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Saving ag open space can be done, some say

by Sharon Carter

It will take teamwork at all levels – local, state and federal – to preserve agricultural open space and wildlife and riparian environments from development pressure, and still accommodate and direct economic growth.

Here in the Carson Valley, at the state level in Carson City and in Washington, D.C., there are many who believe it can be done and done well.

One of the methods being developed, the Rural Lands Initiative, is a process which will allow the Department of the Interior’s Bureau of Land Management to purchase conservation easements to preserve important natural areas in Nevada.

In Douglas County, which has a sizeable amount of critical river and agricultural area to protect, a steering committee made up of representatives of business, agricultural and environmental interests is sponsoring its first community-oriented workshop May 8 at Douglas High School.

The group hopes to help fine tune the process through which ranchers and farmers can sell the rights to build on or develop all or parts of their land to the BLM, yet still own and operate their agricultural businesses and pass the land and the operations on to their children and grandchildren.

n Here to help. Tom Baker, the rural field representative for U.S. Sen. Richard Bryan, D-Nev., represents Sen. Bryan’s office on the committee. Baker, who will moderate the meeting, referred the R-C’s questions to his boss.

“It is my sense that in Douglas County there is a desire of the people to keep open space and preserve their rural atmosphere,” Bryan said in a telephone interview Thursday.

The workshop’s goal, he said, is to develop strategies to help the Valley community to that end, particularly, through developing tax strategies and planning land uses.

“The meeting will be a forum for an exchange of ideas about what the county wants and how it can be accomplished,” he said.

“I see the Carson Valley as one of the loveliest areas in the state. Because it is so nice, the area is growing and will see an awful amount of growth in the future.

“This concept involves a blended private-public partnership – the government will only work with willing sellers who want to keep their properties in open space or agriculture and still keep title to the land.”

Such agreements become conservation easements on the land owners’ deeds that ban future development on the properties. A ranch without development rights will always be agricultural open space, it cannot eventually become a strip mall or a residential subdivision.

Once the rights to develop are removed from a piece of property, the county would make sure the bargain was kept by checking for the deed restrictions when people apply for building permits.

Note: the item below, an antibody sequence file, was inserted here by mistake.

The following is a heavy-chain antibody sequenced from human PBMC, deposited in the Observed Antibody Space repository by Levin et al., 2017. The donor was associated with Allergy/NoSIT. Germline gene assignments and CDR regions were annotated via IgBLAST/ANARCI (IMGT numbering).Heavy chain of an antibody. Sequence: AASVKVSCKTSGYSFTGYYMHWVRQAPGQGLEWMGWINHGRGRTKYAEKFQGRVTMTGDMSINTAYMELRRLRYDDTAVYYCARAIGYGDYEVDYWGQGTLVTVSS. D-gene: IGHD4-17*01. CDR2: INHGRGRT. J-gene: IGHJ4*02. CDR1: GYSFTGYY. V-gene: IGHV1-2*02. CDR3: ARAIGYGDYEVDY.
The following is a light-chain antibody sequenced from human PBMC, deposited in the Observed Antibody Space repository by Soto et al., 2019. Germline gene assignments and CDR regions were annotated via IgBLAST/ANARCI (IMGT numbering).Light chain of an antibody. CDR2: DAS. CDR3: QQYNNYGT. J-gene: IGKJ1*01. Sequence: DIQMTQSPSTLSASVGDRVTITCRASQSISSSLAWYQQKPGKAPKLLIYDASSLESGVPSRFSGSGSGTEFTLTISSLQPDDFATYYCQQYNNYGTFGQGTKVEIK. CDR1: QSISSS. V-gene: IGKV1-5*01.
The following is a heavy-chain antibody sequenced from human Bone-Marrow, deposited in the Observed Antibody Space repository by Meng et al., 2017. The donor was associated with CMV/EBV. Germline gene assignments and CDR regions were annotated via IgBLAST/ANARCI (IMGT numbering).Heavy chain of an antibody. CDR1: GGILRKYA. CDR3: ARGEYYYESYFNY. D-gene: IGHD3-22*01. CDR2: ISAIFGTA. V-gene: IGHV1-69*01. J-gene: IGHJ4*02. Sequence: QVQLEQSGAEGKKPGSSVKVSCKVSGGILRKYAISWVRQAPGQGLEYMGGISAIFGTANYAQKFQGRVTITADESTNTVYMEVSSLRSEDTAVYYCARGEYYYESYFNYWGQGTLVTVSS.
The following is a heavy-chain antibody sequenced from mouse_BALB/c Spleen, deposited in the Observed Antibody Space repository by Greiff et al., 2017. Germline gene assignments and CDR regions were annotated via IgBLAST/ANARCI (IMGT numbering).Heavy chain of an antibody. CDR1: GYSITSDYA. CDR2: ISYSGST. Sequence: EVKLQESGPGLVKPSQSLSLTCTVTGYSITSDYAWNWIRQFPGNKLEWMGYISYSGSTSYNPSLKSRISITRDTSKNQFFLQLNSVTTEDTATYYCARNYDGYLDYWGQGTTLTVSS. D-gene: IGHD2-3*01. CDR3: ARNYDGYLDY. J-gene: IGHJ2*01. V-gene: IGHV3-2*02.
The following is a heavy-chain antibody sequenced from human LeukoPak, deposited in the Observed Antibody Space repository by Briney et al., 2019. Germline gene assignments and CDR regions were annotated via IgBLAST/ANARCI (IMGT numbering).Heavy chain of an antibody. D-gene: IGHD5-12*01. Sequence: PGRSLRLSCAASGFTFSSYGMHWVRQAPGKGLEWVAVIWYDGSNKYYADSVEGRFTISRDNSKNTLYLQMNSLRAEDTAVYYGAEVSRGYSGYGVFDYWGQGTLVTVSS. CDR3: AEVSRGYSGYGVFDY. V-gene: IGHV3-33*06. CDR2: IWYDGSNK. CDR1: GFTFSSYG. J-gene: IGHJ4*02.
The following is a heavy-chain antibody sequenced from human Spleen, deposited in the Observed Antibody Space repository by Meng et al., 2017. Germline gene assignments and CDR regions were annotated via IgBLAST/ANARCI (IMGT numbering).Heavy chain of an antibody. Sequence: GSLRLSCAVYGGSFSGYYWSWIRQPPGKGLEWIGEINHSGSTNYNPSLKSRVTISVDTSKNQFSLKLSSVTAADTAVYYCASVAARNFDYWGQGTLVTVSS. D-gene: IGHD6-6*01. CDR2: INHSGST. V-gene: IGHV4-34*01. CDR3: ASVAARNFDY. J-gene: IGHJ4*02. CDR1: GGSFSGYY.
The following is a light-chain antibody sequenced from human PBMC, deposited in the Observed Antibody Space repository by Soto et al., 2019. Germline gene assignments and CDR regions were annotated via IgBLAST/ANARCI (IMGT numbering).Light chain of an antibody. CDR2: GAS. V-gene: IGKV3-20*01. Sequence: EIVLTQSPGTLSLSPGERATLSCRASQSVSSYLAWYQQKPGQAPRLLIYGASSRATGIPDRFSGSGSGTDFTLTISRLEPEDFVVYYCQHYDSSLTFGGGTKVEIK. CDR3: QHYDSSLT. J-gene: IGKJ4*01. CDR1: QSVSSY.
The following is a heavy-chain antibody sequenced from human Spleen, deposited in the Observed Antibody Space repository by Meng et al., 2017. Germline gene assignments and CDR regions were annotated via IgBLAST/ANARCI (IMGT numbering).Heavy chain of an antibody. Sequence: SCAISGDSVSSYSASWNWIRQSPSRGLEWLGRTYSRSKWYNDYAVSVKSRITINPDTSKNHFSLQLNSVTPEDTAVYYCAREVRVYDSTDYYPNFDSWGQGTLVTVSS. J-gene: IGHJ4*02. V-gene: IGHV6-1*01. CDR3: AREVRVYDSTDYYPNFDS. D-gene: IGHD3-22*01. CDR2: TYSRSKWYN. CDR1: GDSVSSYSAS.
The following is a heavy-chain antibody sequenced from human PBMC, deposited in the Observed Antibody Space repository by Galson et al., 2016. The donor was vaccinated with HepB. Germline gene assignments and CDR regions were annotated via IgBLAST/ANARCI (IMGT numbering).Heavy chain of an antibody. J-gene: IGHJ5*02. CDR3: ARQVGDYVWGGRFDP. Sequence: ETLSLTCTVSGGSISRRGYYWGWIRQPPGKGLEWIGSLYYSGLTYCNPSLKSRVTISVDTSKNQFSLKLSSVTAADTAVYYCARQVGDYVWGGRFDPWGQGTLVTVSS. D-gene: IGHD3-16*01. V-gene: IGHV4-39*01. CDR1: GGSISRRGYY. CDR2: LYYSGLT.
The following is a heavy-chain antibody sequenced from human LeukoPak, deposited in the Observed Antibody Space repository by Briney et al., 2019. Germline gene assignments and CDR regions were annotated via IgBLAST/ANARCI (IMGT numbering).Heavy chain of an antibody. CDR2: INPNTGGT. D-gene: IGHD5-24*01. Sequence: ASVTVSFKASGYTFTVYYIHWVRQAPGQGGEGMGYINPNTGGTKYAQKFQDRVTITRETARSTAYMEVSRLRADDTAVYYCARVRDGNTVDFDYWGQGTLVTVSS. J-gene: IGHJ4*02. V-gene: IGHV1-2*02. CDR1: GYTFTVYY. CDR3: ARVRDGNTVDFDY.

Representing the Carson-Douglas-Lyon-Tahoe Board of Realtors, Toni Rooker, a real estate broker who runs the farm and ranch division at Century 21/Clark Properties in Minden, is also on the committee.

“I’m there to learn and not make judgments,” Rooker said Thursday. “I’ll gather information and make it available for our ranch clients and the board of Realtors.”

Rooker, who lives on what she terms a “40-acre hobby ranch,” embraces the rural lifestyle.

“I love the land and respect a lot of different opinions,” she said. “I also believe in property rights and the rights of ranchers to make their own decisions. Like anyone else, if they’re informed, they’ll make better decisions.

“This could give people another option and help keep the Valley beautiful.”

n Another tool. Another tool that would go hand-in-hand with the Rural Lands Initiative is the Northern Nevada Public Lands Bill which was introduced by U.S. Sen. Harry Reid, D-Nev., and is supported by Bryan. The bill was also introduced in the House of Representatives by Rep. Jim Gibbons, R-Nev.

If the bi-partisan bill passes both houses of Congress and becomes law, the Carson District of the Bureau of Land Management will be able to auction off certain parcels of land in rapidly-developing areas like northern Douglas County – parcels which county officials have identified to the State Lands Office for growth.

The bill is patterned after the Oct. 19, 1998 Southern Nevada Public Lands Management Act which released public lands in Clark and Lincoln counties to accommodate growth. A portion of the money earned from the land sales will go to the state of Nevada for education programs. Another portion goes to the Secretary of the Interior’s Office to be used to acquire environmentally sensitive lands within the state, particularly at Lake Tahoe. The rest must be used to pay program expenses and help finance capital improvements, conservation and wildlife refuges, parks and trails managed by the BLM in Nevada.

In the bill, some of the money earned from such sales could be used to pay farmers and ranchers not to develop their land in critical conservation areas along the Carson River.

n State Senate asks for Congressional support. Wednesday, the Nevada Assembly’s Natural Resources Committee is scheduled to hold a hearing on Senate Joint Resolution 10 (SJR10), which urges Congress to pass the currently pending Northern Nevada Public Lands Bill. The state senate has already approved it by a vote of 21-0.